URBANA Researchers in the Evolutionary Bioinformatics Laboratory at the University of Illinois in collaboration with German scientists have been using bioinformatics techniques to probe the world of proteins for answers to questions about the origins of life.
Proteins are formed from chains of amino acids and fold into three-dimensional structures that determine their function. According to crop sciences professor Gustavo Caetano-Anolls, very little is known about the evolutionary drivers for this folding.
In collaboration with scientists at the Heidelberg Institute for Theoretical Studies, he has been working at the interface of molecular evolution and molecular dynamics, looking back to when proteins first appeared approximately 3.8 billion years ago to determine changes in folding speed over time.
To do this, they looked at all known protein structures as defined in the Structural Classification of Proteins (SCOP) database and mined their presence in 989 fully sequenced genomes. In a previous study, researchers in Caetano-Anolls's group used SCOP and genomic information to reconstruct phylogenomic trees that describe the history of the protein world. The current research is based on these types of trees.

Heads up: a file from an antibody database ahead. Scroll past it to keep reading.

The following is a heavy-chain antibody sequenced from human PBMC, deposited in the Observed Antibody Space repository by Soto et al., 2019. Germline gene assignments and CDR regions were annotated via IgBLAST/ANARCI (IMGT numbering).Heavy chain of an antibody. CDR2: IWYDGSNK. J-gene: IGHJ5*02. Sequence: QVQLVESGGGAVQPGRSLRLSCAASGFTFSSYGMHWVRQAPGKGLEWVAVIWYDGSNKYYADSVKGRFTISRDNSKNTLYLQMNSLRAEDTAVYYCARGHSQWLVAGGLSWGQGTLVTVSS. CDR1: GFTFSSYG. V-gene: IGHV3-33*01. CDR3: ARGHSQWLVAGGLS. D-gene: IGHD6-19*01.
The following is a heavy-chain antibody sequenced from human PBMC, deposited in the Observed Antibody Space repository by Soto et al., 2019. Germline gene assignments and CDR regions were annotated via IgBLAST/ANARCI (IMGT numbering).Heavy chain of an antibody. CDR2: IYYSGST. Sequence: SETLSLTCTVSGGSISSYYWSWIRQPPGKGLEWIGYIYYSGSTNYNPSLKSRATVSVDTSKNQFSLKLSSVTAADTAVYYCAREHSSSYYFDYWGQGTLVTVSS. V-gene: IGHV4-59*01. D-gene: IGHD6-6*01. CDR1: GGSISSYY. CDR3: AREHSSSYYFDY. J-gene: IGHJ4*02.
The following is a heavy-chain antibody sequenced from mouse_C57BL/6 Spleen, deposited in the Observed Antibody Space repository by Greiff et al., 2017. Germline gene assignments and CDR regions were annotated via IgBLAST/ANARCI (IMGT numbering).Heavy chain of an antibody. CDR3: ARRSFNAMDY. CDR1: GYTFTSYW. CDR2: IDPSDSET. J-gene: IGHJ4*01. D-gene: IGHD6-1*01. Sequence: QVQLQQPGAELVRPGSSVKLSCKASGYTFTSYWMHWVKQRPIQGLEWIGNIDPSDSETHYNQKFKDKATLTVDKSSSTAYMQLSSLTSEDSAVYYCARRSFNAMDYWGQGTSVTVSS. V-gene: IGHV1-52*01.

"They are not the standard trees that people see in phylogenetic analysis," he said. "In phylogenetic analysis, usually the tips of the trees, the leaves, are organisms or microbes. In these, they are entire biological systems."
In contrast, the leaves of these new trees are protein domains, which are compact evolutionary units of structure and function. Proteins are usually complex combinations of several domains.
"We have a world of about 90,000 of these structures, but they seem to be always producing the same designs," he said. Over the last 10 years, he has been part of the effort to map these designs, or folds, because they are determined by the way the protein chains fold on themselves. To date
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University of Illinois College of Agricultural, Consumer and Environmental Sciences